On our first date before she knew me as an overlander, she wanted to know why I had those 'funny looking boxes' on the back of my bike. After several days, she agreed to ride down the coast with me a few days before she returned by bus. Each time we were ready to part, the same dynamic appeared and we agreed to go on together and do another leg. Five months and 5000 Kilometers later, she is still on the back of my bike and has learned a few overlanding tricks of her own.

Our biggest highlight came when we reached MT. Bromo, a unique volcanic region that has a lunar landscape appearance. Two smaller live volcanoes are set inside a very large dormant volcano that is probably 10 miles in diameter. MT Merapi, a forth volcano, is in perfect view just outside of this huge caldera. You can actually ride into the floor of this massive caldera, which has a desert floor with tracks running across the middle. Of course, the views from the top are amazing.

I left the main tracks of the desert bottom and rode over to the side of the dormant volcano's wall. For just one moment it seemed like I could enjoy all of my passions at the same time: travel, the bike, my cameras and a beautiful friend to share it with. And all of this with an amazing backdrop. Looking through the lens of my Nikon was pure joy.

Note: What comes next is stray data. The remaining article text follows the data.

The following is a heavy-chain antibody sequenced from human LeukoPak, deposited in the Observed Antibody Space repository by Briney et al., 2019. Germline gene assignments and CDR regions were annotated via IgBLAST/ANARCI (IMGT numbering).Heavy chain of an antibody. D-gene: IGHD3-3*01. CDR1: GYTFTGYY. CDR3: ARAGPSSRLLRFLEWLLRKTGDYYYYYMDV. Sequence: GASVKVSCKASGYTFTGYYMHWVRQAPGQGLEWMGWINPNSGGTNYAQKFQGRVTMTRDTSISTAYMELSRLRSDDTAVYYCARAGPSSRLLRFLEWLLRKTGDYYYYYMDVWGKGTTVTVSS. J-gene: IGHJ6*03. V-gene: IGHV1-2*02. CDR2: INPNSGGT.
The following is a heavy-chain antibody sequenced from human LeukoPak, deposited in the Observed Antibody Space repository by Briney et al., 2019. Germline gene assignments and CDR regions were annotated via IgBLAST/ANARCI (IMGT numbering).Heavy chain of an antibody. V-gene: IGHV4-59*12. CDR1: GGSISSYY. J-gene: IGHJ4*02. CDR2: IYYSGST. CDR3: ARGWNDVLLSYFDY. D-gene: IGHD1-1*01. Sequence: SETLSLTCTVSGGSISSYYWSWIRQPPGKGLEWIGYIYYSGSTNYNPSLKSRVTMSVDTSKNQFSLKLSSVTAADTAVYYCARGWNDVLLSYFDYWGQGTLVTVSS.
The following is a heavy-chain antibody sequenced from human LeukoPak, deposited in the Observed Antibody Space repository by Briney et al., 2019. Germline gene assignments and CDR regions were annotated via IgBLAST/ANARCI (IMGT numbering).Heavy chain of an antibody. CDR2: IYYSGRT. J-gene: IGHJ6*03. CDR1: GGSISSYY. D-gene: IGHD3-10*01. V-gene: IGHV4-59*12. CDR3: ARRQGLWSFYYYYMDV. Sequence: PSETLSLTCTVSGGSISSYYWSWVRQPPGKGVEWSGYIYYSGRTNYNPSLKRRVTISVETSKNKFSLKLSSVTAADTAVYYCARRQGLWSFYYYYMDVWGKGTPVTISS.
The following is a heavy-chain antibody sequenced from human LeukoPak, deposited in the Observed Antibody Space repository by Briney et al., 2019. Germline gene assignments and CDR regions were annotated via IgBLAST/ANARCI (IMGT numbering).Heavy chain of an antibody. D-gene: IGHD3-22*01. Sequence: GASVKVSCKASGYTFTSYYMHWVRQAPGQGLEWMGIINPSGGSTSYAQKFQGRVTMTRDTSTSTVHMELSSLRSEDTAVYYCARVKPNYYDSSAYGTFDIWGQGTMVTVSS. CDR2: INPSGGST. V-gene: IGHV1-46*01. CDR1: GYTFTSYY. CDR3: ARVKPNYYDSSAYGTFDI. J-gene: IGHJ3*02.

We are headed across Nusa Tenggara towards Timor to check and see if this overland trail has been reopened since the war's end and East Timor's new independence. If not I will be headed North to the Philippines. All the best."

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Thanks! Grant and Susan

up to top of pagespacerBooks

Looking for a travel book for someone special? Go to our Books pages, where we have listed some of the best motorcycle travel books, as well as a number of BMW books, general motorcycle books, and travel guides.

There's links to Amazon USA, Amazon UK, and Amazon Deutschland, so no matter where you are - Canadians and Aussies order from Amazon USA;-) you can order books at great prices, and we'll make a dollar or a pound or a Euro, which goes to supporting this e-zine.

There's also links to search Amazon sites for all their products, books, CDs etc., and yes, we get a tiny piece of that too. We really appreciate it when you start your book search from our website! Thanks for the support!

Book suggestions please!

If you have a book or want a book that you think other travellers would be interested in please let me know and I'll put it on the site. Thanks, Grant

up to top of pagespacerFunnies...

Americans: Spell words differently, but still call it "English".

Brits: Pronounce their words differently, but still call it "English".